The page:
By Katy Steinmetz
December 22, 2014

The battle over LGBT rights has moved from the chapel to the office. On Dec. 10, Senator Jeff Merkley, a Democrat from Oregon, announced plans to turbo-charge the Employment Non-Discrimination Act, a federal bill that would protect lesbian, gay, bisexual and transgender Americans from workplace discrimination. A version of that legislation has failed to pass in almost every Congress since 1994. Rather than trying again in 2015, Merkley will introduce a bill that covers not only employment but also housing and public accommodations. “It can’t be right that people are thrown out of their rental housing because of their LGBT status,” Merkley says.

Polls have shown that most Americans believe it’s already illegal to fire someone–or refuse to serve them or turn them down as renters–because of their sexual orientation. But it’s not, at least not under any explicit federal law. Just 18 states and Washington, D.C., have LGBT non-discrimination laws on the books. (Three other states have laws that cover only sexual orientation.) That means in 14 states, same-sex couples could get hitched on Saturday and “it would then be legal to fire them on Monday,” says Sarah McBride, an expert on LGBT issues at the Center for American Progress, a liberal think tank.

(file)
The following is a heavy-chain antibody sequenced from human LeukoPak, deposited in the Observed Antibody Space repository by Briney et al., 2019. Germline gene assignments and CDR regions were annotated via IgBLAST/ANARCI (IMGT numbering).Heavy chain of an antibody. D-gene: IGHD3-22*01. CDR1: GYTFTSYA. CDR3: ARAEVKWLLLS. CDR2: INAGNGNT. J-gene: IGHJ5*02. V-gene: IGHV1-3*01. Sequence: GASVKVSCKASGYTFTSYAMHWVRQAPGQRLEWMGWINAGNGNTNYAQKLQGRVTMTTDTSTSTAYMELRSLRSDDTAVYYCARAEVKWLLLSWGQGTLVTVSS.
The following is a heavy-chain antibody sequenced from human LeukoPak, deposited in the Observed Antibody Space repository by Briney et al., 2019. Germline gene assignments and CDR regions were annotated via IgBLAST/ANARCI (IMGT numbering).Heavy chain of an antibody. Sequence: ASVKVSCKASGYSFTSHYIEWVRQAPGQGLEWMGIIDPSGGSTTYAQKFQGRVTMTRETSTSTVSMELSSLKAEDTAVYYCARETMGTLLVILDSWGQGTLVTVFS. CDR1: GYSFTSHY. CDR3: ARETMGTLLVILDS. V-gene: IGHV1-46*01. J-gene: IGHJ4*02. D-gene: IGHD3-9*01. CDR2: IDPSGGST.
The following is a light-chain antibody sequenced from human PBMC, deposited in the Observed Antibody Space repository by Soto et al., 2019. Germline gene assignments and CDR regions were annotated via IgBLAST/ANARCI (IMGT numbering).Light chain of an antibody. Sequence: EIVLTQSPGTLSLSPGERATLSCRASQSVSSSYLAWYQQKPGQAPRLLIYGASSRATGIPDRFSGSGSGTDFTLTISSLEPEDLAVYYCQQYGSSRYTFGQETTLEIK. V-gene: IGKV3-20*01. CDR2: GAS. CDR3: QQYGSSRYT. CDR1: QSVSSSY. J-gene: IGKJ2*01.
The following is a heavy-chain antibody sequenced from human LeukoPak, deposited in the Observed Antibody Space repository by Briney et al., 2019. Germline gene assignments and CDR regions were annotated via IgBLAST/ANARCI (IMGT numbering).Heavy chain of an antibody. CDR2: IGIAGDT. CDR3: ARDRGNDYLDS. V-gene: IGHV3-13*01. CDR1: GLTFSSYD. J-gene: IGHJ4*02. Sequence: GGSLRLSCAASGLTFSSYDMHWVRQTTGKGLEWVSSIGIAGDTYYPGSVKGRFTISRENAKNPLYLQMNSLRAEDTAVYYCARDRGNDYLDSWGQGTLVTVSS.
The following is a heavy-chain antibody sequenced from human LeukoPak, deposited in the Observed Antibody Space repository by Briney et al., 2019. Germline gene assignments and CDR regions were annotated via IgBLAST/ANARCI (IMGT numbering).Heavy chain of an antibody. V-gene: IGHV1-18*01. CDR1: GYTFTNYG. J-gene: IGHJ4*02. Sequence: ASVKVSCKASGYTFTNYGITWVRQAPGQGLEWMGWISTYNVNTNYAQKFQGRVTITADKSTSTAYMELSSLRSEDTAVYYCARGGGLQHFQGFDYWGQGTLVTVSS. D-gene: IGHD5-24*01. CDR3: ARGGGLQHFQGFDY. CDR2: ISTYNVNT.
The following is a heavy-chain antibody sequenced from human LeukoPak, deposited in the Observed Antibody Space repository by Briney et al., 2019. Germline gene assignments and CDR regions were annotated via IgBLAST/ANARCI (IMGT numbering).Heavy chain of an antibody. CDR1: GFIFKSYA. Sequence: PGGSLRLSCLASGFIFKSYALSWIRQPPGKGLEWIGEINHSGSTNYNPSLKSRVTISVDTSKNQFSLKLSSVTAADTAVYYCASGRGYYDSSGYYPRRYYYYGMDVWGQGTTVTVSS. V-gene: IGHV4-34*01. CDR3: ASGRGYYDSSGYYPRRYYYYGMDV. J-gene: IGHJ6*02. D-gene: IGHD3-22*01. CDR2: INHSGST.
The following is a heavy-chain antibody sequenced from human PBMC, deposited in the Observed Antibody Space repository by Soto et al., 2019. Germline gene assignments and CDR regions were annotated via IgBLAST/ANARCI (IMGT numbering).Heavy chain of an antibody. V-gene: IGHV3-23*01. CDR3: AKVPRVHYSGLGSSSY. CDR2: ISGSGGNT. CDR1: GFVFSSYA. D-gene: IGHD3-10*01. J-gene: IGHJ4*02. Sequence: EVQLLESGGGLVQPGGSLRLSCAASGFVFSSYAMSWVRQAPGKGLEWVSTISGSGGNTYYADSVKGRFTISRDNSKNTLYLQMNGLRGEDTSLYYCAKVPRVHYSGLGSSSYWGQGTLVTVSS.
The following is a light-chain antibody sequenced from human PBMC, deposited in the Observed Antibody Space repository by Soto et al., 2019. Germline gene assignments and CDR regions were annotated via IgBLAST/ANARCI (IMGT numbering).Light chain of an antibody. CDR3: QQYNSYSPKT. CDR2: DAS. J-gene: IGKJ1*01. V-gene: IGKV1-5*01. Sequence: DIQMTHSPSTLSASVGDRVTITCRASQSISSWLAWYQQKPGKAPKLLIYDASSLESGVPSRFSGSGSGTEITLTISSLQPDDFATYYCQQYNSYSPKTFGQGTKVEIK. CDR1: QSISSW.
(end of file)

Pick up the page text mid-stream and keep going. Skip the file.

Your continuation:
Merkley’s bill is unlikely to go anywhere in the GOP-controlled Senate, where critics have argued that such a measure could impinge on religious freedom. But the fight will also be waged in statehouses in places like Florida and Utah. In Virginia, delegate Marcus Simon is testing landlords’ treatment of ostensibly gay and straight people inquiring about the same rental property, to rebut opponents of a housing-protection bill. “I want to make it difficult for them to hide behind that argument that this kind of discrimination doesn’t exist,” he says.

Write to Katy Steinmetz at katy.steinmetz@time.com.

This appears in the December 29, 2014 issue of TIME.

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